More Bad News for HRT Use?

October 18, 2011

Despite the positive effects of hormone replacement therapy for treating menopause-related issues, HRT’s association with negative adverse outcomes has cast a dark shadow on it. Now, new research out of Europe shows that HRT also increases severe asthma attacks in patients.

Despite the positive effects of hormone replacement therapy for treating menopause-related issues, HRT’s association with negative adverse outcomes has cast a dark shadow on it. Now, new research out of Europe shows that HRT also increases severe asthma attacks in patients. Dr Klaus Bnnelykke, from the faculty of health sciences at the University of Copenhagen and the Danish Pediatric Asthma Center at Copenhagen University Hospital in Demark, presented these findings at the European Respiratory Society’s Annual Congress in Amsterdam.

Bnnelykke and colleagues conducted a prospective study, leveraging HRT intake and confounding data from the Danish Diet, Cancer and Health cohort of 23,138 postmenopausal women and acute asthma and COPD hospitalization data from the validated Danish Hospital Discharge Register to explore the link between HRT and asthma. The researchers looked at effect modification with respect to smoking status and other comorbidities (eg, ischemic heart disease, other heart disease, stroke and diabetes).

Bnnelykke et al. found that 50.0% of all women had ever used HRT; they also noted a 1.9% incident of asthma hospitalizations over 9.9 years of mean follow-up. In their analysis, they determined HRT was indeed associated with asthma hospitalization, with a 1.37 hazard ratio (95% confidence interval). In addition, they found that women who had used HRT the longest had the highest risk of asthma-related hospitalization; women who used HRT for at least 10 years had a hazard ratio of 1.51 (Figure). Interestingly, Bnnelykke and colleagues found the highest hazard ratio (1.84) in patients who never smoked, and relatively no impact in women who were current smokes (hazard ratio=1.08). Hospitalization due to chronic obstructive pulmonary disease had a smaller impact (hazard ratio=1.19). When women with previous COPD hospitalization were excluded from the analysis, the association between HRT and asthma remained the same.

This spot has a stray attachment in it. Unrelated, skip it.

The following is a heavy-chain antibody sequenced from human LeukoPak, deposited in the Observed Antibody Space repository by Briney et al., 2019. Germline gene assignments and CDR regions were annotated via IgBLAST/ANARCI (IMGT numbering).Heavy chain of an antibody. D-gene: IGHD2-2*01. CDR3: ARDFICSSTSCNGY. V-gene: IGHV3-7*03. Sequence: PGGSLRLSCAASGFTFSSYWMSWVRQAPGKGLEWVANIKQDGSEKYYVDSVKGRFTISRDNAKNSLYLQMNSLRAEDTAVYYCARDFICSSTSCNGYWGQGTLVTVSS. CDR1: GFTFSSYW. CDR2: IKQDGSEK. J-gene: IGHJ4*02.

Figure. Hazard ratios (%) associated with years of HRT use


 
Prior research has shown that female sex hormones may play a role in the pathogenesis of asthma. And while previous studies have found a link between HRT use and asthma, this is the first study to show that HRT use can lead to severe exacerbation of asthma symptoms that in turn may lead to hospitalization.

“Our findings not only confirm this link [of HRT and asthma], but also extend this to severe asthma exacerbations” Bnnelykke explained to the press. “We still need the final proof from randomised trials, but we believe that the suspicion is now so strong that it should be brought to the attention of clinicians. If a patient develops asthma or has a severe worsening of symptoms after taking HRT, they may need to stop hormone therapy altogether.”

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References:

References: Bønnelykke K, Raaschou-Nielsen O, Bisgaard H, et al. Postmenopausal hormone therapy is associated with increased risk of asthma hospitalization. European Respiratory Society’s Annual Congress. Amsterdam. 2011.